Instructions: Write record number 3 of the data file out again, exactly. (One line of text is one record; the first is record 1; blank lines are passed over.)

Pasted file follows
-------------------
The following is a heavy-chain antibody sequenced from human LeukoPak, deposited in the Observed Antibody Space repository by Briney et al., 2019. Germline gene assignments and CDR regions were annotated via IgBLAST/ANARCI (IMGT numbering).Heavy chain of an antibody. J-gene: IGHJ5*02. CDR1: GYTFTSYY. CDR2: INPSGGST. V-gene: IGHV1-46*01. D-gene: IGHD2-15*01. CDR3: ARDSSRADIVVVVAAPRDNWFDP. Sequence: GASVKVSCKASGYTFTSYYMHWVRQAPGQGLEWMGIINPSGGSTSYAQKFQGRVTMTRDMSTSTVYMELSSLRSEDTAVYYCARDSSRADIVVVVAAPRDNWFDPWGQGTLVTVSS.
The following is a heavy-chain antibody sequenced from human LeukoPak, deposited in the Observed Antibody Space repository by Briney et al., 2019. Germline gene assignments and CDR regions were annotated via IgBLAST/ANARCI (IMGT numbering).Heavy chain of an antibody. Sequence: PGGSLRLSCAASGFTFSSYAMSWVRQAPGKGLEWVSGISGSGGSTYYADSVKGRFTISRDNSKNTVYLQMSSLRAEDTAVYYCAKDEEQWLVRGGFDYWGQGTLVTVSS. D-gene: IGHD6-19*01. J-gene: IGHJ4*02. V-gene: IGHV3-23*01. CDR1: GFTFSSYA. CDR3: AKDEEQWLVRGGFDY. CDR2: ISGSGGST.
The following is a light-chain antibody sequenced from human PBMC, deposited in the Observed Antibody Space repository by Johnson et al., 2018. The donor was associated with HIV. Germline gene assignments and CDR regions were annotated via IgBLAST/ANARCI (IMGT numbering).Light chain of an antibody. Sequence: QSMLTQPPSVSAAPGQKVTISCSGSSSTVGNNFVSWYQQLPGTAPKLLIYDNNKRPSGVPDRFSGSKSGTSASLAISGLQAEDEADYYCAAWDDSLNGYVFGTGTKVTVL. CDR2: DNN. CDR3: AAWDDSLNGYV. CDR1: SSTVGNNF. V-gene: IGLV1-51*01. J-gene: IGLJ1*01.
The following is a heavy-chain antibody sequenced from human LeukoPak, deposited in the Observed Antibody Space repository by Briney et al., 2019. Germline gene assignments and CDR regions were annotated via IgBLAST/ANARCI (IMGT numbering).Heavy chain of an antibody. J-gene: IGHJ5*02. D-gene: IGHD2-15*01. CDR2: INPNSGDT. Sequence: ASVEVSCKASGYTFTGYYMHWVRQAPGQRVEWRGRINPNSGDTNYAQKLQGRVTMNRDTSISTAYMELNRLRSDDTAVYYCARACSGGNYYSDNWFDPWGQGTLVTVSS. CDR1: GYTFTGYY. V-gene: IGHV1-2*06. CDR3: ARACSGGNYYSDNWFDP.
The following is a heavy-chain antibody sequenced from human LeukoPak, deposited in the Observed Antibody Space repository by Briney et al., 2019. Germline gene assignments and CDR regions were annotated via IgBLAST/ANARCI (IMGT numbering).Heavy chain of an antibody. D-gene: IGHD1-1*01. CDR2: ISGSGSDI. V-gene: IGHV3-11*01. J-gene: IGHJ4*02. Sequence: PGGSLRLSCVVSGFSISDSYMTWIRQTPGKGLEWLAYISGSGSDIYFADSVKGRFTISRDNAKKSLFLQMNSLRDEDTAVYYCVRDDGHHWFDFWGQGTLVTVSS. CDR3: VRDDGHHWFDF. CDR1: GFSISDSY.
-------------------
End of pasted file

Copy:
The following is a light-chain antibody sequenced from human PBMC, deposited in the Observed Antibody Space repository by Johnson et al., 2018. The donor was associated with HIV. Germline gene assignments and CDR regions were annotated via IgBLAST/ANARCI (IMGT numbering).Light chain of an antibody. Sequence: QSMLTQPPSVSAAPGQKVTISCSGSSSTVGNNFVSWYQQLPGTAPKLLIYDNNKRPSGVPDRFSGSKSGTSASLAISGLQAEDEADYYCAAWDDSLNGYVFGTGTKVTVL. CDR2: DNN. CDR3: AAWDDSLNGYV. CDR1: SSTVGNNF. V-gene: IGLV1-51*01. J-gene: IGLJ1*01.